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Certain Components in Frogs' Skin Mucus Could Kill Flu Virus

Apr 19, 2017 12:04 PM EDT

A team of researchers from the Emory Vaccine Center and the Rajiv Gandhi Center for Biotechnology in India found that certain components in frogs' skin mucus have the ability to kill the H1 variety of the dreaded influenza virus.

Their discovery, described in a paper published in the journal Immunity, showed that the skin of the frogs are capable of secreting a so-called "host defense peptides" that defend them against bacteria.

"Anti-flu peptides could become handy when vaccines are unavailable, in the case of a new pandemic strain, or when circulating strains become resistant to current drugs," said Joshy Jacob, PhD, associate professor of microbiology and immunology at Emory Vaccine Center and Emory University School of Medicine and senior author of study, in a press release.

For the study, the researchers used mild electrical simulation to collect skin secretions from the Indian frog Hydrophylax bahuvistara. The researchers found various antiviral peptides in the skin secretion. One of the peptides they found were named urumin, after a whip-like sword called "urumi" used in southern India centuries ago.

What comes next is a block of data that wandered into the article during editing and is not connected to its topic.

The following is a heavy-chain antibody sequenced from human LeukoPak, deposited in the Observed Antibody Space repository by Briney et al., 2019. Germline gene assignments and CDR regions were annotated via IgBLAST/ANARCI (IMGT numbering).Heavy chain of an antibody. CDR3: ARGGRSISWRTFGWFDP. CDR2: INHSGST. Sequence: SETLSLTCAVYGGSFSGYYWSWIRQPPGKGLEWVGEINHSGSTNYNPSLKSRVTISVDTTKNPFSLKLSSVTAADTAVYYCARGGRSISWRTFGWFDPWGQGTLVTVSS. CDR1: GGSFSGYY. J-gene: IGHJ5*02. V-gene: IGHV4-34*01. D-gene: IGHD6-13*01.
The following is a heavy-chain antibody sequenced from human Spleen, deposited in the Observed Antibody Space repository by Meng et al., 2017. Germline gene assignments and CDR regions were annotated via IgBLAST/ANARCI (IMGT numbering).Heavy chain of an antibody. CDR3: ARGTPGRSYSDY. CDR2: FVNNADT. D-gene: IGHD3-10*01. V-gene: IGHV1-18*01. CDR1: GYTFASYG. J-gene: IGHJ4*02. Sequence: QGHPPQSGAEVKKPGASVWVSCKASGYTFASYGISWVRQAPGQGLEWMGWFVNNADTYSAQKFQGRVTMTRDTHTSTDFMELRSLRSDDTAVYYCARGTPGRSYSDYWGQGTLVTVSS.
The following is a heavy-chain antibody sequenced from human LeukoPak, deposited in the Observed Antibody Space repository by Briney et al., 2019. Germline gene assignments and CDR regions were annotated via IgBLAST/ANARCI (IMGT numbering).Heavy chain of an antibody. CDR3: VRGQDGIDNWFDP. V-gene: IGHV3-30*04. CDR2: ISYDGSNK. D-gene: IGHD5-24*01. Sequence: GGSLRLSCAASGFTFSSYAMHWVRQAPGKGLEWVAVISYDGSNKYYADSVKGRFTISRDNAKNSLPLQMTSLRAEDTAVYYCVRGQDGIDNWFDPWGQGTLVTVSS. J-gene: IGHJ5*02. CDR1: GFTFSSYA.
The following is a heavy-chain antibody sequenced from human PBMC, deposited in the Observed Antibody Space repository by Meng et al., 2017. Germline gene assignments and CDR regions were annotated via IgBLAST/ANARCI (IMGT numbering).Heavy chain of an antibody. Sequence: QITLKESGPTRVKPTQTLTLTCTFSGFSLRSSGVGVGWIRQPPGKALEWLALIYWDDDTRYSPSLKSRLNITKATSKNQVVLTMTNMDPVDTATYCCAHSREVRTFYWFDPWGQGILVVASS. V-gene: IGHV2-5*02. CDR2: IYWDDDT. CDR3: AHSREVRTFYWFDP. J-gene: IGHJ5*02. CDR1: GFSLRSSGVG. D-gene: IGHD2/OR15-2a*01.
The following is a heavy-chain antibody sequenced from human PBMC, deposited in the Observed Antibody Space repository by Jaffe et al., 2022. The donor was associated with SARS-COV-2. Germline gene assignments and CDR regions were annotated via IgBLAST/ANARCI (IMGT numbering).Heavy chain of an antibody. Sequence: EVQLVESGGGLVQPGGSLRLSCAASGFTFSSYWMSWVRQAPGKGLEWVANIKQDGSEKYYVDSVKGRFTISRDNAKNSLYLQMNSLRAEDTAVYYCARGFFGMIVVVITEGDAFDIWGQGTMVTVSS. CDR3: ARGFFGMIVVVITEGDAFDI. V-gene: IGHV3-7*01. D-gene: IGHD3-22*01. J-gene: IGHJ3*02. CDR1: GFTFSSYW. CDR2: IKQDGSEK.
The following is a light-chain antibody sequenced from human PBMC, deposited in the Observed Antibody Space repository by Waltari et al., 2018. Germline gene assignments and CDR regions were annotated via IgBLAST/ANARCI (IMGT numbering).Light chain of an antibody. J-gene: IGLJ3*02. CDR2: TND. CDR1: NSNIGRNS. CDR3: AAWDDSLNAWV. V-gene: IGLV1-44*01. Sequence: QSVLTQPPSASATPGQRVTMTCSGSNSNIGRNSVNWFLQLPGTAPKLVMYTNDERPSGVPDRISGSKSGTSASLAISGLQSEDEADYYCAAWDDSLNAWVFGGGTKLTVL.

In mouse models, the researchers observed that urumin was able to protect unvaccinated mice against specific H1 strains of the flu virus. As opposed to common antiviral peptides that work by punching a hole in the cell membranes, urumin appears to bind the stalk of hemagglutinin. The stalk of hemagglutinin is a lesser known variable region of the flu virus and is also the proposed target of universal flu vaccines.

Despite it being effective against H1 strains of the flu virus, urumin was not effective against other current strains of the virus, such as H3N2. Due to this, the researchers are searching for other frog-derived peptides that can kill other stains of the flu virus and can also protect humans from other viruses, such as Zika and dengue.

The researchers are also looking for an effective way to stabilize antiviral peptides, making them tough enough to prevent being broken down by some enzymes in the body. By doing so, the researchers could easily develop antimicrobial peptides into effective drugs.

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